Felix Mirbt

Today I’m finding out as much as I can about the work of Felix Mirbt, one of the giants who stand at the roots of puppet theatre in Quebec.

Mirbt was born in Germany in 1931 and came to Montreal in 1953. With Jean Herbiet he created two brilliant adaptations of European classics at the National Arts Centre—Büchner's Woyzeck (1974) and Strindberg's A Dream Play (1977), both of which toured nationally. He used techniques that were revolutionary at the time: huge puppets, visible puppeteers, and voices delivered by speakers who were separate from the performers.

Through his teaching and mentoring he inspired a new generation of Quebec artists; in particular, Francis Monty, Olivier Ducas and Marcelle Hudon pay tribute to his impact and his brilliance. The Montreal theatre company, la Pire Espece (founded by Monty and Ducas) preserves his journals, some of his puppets, and photographs of his work, which can be accessed on their website. Some of his puppets are also preserved in Canada’s Museum of History in Ottawa.

Frustratingly and inevitably, there are photos but no videos of his productions. Further, la Pire Espece shows only brief teasers on YouTube and their own site. So we can only admire the sculptural quality and static power of his work from still pictures; and we can ponder some of the insights from his journals.

Here’s my translation of one of his comments from his production of l’Histoire d’un soldat:

“I search for visual motifs that move in time to music; animated images that don’t need to subject themselves to the story or the score, but are endowed with their own independent existence and [thus] are able to provide a kind of counterpoint to both the music and the text. I’m extremely interested in the process that separates voice from text, and sometimes movement from image. That way, each fragment can be observed and examined in detail, from the visual point of view, as well as for its texture and its textual content—and this enriches the whole piece. In thus presenting fragments, I invite spectators to re-assemble all these separate elements themselves, and recreate a story from a perspective that is theirs alone.”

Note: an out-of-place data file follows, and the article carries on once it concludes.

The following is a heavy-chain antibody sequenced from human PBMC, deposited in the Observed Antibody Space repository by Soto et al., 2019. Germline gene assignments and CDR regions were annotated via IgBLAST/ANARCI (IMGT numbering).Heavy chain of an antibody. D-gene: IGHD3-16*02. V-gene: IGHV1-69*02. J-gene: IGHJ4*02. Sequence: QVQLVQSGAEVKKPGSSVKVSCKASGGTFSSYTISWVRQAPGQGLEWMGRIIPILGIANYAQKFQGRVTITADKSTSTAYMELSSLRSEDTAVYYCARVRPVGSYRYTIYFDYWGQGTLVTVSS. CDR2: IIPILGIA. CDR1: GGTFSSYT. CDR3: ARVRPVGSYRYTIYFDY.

How interesting these ideas are! He wants the various elements of the production—words, music, objects, movement—to be somewhat independent of each other so that we, the spectators, can assemble fragments in our own way. That’s radical, and a bit crazy because it contradicts the whole notion of producing an integrated work of art with a purposeful and defined (and reproducible) impact on a group of people. He’s disaggregating the parts of the show, and he’s also disaggregating the audience: the exact opposite of what every theatrical artist I’ve ever known tries to achieve.

In another place he declares that he tries to work with abstract forms, “which don’t offer a meaning.” He’s uninterested in animation, and while he uses puppets, masks and objects, I don’t think he makes much distinction between them. He detests the way human actors “become” the part they’re playing. Instead, he tells his performers that when they’re on stage, they have three choices of identity: the “soldier,” the “manipulator,” or a “private persona.” He seems to leave it up to them which one they choose at any particular moment.

Here are two surprising fragments from Die Reise ou les visages variables de Felix Mirbt (2011) by la Pire Espece, which pay tribute to Mirbt and use his puppets:

And—